As tending the garden was one of the hobbies I wished to follow in my semi-retirement, I decided a shed was essential. Every man should have one. Duly I conformed to the requirement of asking the mayor for permission, but had reckoned without the French inability to understand anything other than a patch of rough grass that is strimmed only when it becomes impossible to reach the front gate. Baffled as to why anyone should want such a thing, the mayor called on me in person.
I explained it was to keep rake, spade, wheelbarrow and other equipment for maintaining the garden. I can only assume that he did not fully grasp the situation, for even after considerable pleading and bargaining, I was only granted permission for a 4ft high shed! All tools have to be kept horizontally, causing me to constantly trip over them, even from the ridiculously bent over position I am forced to adopt, while my head is always bleeding from violent contacts with the shed roof.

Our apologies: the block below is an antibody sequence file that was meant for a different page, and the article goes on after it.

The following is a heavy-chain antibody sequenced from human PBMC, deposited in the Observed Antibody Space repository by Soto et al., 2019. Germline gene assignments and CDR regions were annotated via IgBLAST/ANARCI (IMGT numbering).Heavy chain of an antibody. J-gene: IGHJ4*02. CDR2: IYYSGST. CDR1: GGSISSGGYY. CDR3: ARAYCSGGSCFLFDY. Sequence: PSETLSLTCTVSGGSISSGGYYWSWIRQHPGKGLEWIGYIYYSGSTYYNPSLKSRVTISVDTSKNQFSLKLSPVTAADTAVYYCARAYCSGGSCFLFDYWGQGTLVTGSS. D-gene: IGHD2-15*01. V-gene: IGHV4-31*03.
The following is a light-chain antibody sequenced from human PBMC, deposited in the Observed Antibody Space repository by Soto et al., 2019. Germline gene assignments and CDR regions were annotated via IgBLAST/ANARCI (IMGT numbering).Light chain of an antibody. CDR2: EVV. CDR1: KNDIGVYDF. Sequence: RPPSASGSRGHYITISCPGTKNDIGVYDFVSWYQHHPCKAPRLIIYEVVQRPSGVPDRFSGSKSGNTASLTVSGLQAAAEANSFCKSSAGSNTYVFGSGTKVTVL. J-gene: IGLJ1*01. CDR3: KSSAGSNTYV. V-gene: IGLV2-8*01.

There is much discussion in the UK about the French National health system. Having given my shoulder an awful wrench throwing a stone for the dog, would give me my first experience of the system. Knowing that a reciprocal arrangement between governments would ensure that the treatment was free, I presented myself at the local clinic. Every area has many of these where one can go for every conceivable reason, without having to go through ones GP.
On entering I was immediately surrounded by a gaggle of doctors and various ancillary staff, who, most excited to have a patient, whisked me at breakneck speed through a plethora of diagnostic departments. After fully 20 minutes I was presented to the team of medics and told that I had torn a tendon in my shoulder. It was only after much protestation that I persuaded them that a spell in hospital was not necessary. They released me on a strict diet of anti-inflammatory pills, a promise to rest and an undertaking to return in one week to ensure that all was well.
I have maybe been a tad flippant with my description of events, but nevertheless, the stark contrast between them and the staff of our own overworked, harassed NHS hospitals was starkly evident.
In conclusion, my stay in France has been wonderful in some ways, not so good in others, but I am very glad I have done it.
My overriding emotion however is that I do miss the wonderful folk of Suffolk very much, and unless I have a radical change of opinion, “I shall”, as General MacArthur once said; “return”.
Have you swapped Suffolk for an exciting new life? Call Star features on 01473 324798.